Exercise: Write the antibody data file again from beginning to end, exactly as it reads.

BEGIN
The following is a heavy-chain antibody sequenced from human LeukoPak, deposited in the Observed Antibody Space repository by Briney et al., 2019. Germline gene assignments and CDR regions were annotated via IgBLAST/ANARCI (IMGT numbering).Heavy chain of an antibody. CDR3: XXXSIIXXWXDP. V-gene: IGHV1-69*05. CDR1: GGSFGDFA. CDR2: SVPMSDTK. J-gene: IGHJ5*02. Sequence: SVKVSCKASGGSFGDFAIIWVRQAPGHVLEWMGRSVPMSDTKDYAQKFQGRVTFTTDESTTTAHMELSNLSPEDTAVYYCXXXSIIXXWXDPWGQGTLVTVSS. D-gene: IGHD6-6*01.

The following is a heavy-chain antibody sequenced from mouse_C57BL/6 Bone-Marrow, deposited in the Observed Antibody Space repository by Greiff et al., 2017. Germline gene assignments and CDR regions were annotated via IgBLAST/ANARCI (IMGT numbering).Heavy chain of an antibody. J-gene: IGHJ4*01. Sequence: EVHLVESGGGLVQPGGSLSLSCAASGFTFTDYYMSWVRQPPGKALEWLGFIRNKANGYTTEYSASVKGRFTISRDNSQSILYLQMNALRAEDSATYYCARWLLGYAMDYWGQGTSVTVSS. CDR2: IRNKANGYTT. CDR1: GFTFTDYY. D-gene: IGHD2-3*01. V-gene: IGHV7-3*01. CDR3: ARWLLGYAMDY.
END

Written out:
The following is a heavy-chain antibody sequenced from human LeukoPak, deposited in the Observed Antibody Space repository by Briney et al., 2019. Germline gene assignments and CDR regions were annotated via IgBLAST/ANARCI (IMGT numbering).Heavy chain of an antibody. CDR3: XXXSIIXXWXDP. V-gene: IGHV1-69*05. CDR1: GGSFGDFA. CDR2: SVPMSDTK. J-gene: IGHJ5*02. Sequence: SVKVSCKASGGSFGDFAIIWVRQAPGHVLEWMGRSVPMSDTKDYAQKFQGRVTFTTDESTTTAHMELSNLSPEDTAVYYCXXXSIIXXWXDPWGQGTLVTVSS. D-gene: IGHD6-6*01.

The following is a heavy-chain antibody sequenced from mouse_C57BL/6 Bone-Marrow, deposited in the Observed Antibody Space repository by Greiff et al., 2017. Germline gene assignments and CDR regions were annotated via IgBLAST/ANARCI (IMGT numbering).Heavy chain of an antibody. J-gene: IGHJ4*01. Sequence: EVHLVESGGGLVQPGGSLSLSCAASGFTFTDYYMSWVRQPPGKALEWLGFIRNKANGYTTEYSASVKGRFTISRDNSQSILYLQMNALRAEDSATYYCARWLLGYAMDYWGQGTSVTVSS. CDR2: IRNKANGYTT. CDR1: GFTFTDYY. D-gene: IGHD2-3*01. V-gene: IGHV7-3*01. CDR3: ARWLLGYAMDY.